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Machiavelli in Love introduces a complex concept of sex and sexual identity and their roles in the culture and politics of the Italian Renaissance. Guido Ruggiero's study counters the consensus among historians and literary critics that there was little sense of individual identity and almost no sense of sexual identity before the modern period. Drawing from the works of major literary figures such as Boccaccio, Aretino, and Castiglione, and rereading them against archival evidence, Ruggiero examines the concept of identity via consensus realities of family, neighbors, friends, and social peers, as well as broader communities and solidarities. The author contends that Renaissance Italians understood sexual identity as a part of the human life cycle, something that changed throughout stages of youthful experimentation, marriage, adult companionship, and old age. Machiavelli’s letters and literary production reveal a fascinating construction of self that is highly reliant on sexual reputation. Ruggiero's challenging reinterpretation of this canonical figure, as well as his unique treatment of other major works of the period, offer new approaches for reading Renaissance literature and new understandings of the way life was lived and perceived during this time.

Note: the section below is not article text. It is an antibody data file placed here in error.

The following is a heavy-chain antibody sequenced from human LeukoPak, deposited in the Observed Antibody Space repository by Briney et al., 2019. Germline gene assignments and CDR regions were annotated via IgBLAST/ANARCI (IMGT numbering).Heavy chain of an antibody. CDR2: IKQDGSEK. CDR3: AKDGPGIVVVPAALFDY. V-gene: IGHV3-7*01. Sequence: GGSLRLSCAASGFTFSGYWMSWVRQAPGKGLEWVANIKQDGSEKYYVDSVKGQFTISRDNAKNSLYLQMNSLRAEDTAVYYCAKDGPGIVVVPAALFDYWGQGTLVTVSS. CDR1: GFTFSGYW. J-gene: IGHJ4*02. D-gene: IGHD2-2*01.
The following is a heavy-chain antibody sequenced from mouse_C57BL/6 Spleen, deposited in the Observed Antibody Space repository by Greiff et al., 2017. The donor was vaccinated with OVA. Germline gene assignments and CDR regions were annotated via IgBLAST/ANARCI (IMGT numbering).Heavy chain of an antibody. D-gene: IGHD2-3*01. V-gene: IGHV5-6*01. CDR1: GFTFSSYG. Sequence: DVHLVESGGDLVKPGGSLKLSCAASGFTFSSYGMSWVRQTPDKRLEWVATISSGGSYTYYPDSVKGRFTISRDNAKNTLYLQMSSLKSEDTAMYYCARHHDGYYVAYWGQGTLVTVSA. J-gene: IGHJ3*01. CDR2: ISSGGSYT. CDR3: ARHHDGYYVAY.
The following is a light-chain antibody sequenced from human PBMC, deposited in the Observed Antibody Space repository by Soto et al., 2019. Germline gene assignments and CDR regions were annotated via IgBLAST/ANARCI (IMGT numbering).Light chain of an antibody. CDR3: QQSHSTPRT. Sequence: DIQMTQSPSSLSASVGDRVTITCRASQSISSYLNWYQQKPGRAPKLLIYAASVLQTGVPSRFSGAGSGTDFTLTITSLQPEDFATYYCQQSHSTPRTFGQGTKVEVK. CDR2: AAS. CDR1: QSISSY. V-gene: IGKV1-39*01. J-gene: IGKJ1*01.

The poets with an appendix on Homer by Prof Sayce

Author : Sir John Pentland Mahaffy
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A History of Classical Greek Literature pt 1 The poets epic and lyric with an appendix on Homer by Prof Sayce V I pt II The dramatic poets V 2 pt 1 The prose writers from Herodotus to Plato V 2 pt II The prose writers from Isocrates to Aristotle

Author : John Pentland Mahaffy
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Killing the Moonlight

Author : Jennifer Scappettone